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How to hand scrape and distress hard maple

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Forum topic by austin350s10 posted 08-15-2018 01:24 PM 435 views 0 times favorited 6 replies Add to Favorites Watch
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austin350s10

12 posts in 683 days


08-15-2018 01:24 PM

Topic tags/keywords: maple carving tool finishing carving rustic question

I’m working on some hard maple stair treads that I’d like match to the flooring. The flooring is lightly distressed, but heavily scraped. So I guess my questing is a two parter:

1. to get the hand scraped look I’m after I’m assuming I need to use a heavy duty scraper with a carbide blade and a long handle. If I’m correct can someone recommend a brand/model that is reputable? If not, is there a technique I should conciser?

2. the light distressing I’m talking about is occasional saw swirl marks. Almost like what rough lumber looks like after a light pass on a planner. The problem I have is the material I’m working on is already planned down and perfectly smooth. Can anyone give me some advise on how to replicate the swirl marks?

The flooring I’m trying to replicate looks exactly like this:


6 replies so far

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GR8HUNTER

4897 posts in 883 days


#1 posted 08-15-2018 01:31 PM

you could do saw swirl marks with a big hand grinder
maybe some ice breaker scraper
GOOD LUCK :<))

-- Tony---- Reinholds,Pa.------ REMEMBER TO ALWAYS HAVE FUN

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austin350s10

12 posts in 683 days


#2 posted 08-15-2018 01:33 PM

I never thought of using a ice scraper but that’s a great idea. Thanks!!!

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Lazyman

2556 posts in 1558 days


#3 posted 08-15-2018 02:17 PM

To get the swirl marks, you might just get a sanding disc for an angle grinder with 60 grit paper and see if that will give you the look you want. I suppose an other option would be to get the crappiest non-carbide saw blade you can find for your table saw, and sort of resaw the boards prior to installation just barely skimming the surface with the crappy blade. If you can ever so slightly bend a couple of teeth you can create your own crappy blade. If you raise the blade part way or possibly tilt the blade away from the fence you might be able to get a little less regular pattern.

As for the scraper itself, I have not done it myself but when they hand scrape or sculpture a floor, I think that they normally use a curved blade but that might not be the look you are going for based upon the pictures.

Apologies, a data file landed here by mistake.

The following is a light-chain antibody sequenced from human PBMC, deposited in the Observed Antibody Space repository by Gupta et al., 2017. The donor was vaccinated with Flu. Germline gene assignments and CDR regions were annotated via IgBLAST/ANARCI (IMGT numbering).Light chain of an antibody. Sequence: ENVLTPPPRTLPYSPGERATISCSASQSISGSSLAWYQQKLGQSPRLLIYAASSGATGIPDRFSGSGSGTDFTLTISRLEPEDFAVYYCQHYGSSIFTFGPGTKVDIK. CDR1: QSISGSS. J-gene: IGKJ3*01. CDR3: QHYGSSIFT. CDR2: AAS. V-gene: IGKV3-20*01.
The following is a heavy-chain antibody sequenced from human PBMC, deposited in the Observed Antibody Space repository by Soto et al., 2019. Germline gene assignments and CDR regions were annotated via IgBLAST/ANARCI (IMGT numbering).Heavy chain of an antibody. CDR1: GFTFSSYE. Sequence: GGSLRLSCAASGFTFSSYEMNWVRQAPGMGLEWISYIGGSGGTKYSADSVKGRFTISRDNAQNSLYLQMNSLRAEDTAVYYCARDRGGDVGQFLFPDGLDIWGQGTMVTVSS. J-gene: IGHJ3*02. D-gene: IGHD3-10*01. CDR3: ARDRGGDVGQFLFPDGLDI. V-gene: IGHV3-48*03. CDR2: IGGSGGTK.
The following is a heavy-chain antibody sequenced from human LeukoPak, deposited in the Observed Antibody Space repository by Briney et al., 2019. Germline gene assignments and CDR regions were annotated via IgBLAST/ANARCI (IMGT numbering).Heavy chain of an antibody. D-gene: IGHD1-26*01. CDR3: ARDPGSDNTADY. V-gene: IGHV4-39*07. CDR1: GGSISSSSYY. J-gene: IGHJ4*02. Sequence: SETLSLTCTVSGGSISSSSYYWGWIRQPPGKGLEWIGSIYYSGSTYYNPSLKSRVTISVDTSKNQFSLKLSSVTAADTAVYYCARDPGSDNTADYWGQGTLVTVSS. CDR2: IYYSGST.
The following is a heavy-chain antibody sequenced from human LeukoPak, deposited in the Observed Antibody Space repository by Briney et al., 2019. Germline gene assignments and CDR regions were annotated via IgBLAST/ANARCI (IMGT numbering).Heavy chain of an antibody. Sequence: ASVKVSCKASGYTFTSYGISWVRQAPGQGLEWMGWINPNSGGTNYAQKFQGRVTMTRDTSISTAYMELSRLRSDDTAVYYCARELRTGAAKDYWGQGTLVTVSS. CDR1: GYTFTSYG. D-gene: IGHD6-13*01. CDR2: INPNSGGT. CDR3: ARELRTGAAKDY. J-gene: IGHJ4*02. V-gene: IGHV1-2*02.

-- Nathan, TX -- Hire the lazy man. He may not do as much work but that's because he will find a better way.

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Don W

18988 posts in 2738 days


#4 posted 08-15-2018 11:26 PM

I think that’s meant to look like skip planning. I’m not sure how I’d simulate it other than get some rough sawn and skip plane it.

-- http://timetestedtools.net - Collecting is an investment in the past, and the future.

View Shaun Ragland's profile

Shaun Ragland

14 posts in 527 days


#5 posted 08-16-2018 12:09 AM

The guys we use for distress jobs have all kinds of weird homemade tools in their ditty bags !

I’ve seen them have hand held power plane blades curved by the sharpener and it makes quick work of the hand scraped look, especially on a wood as hard as white maple.

They use every shape and brand of hand scrapers you can imagine from HHS to carbide.

They take a thick wire and string on a bunch of steel nuts and then make a loop handle on the end and twist the wires together. They have several of these with different sizes of nuts that they bang on the wood.

I’ve seen wooden handles with 8 to 10 inches of pretty thick chain bolted to the handle that they hit the wood with.

Ice picks, screwdrivers, pieces of hand saw blades, hacksaw blades and different hammers are some of the other things I’ve seen them use !

Hope this helps

-- Shaun Ragland

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corelz125

552 posts in 1146 days


#6 posted 08-16-2018 01:34 AM

That’s a confusing term around here “hand scraped finish” when I hear hand scraped I think of a glass smooth finish from a card scraper

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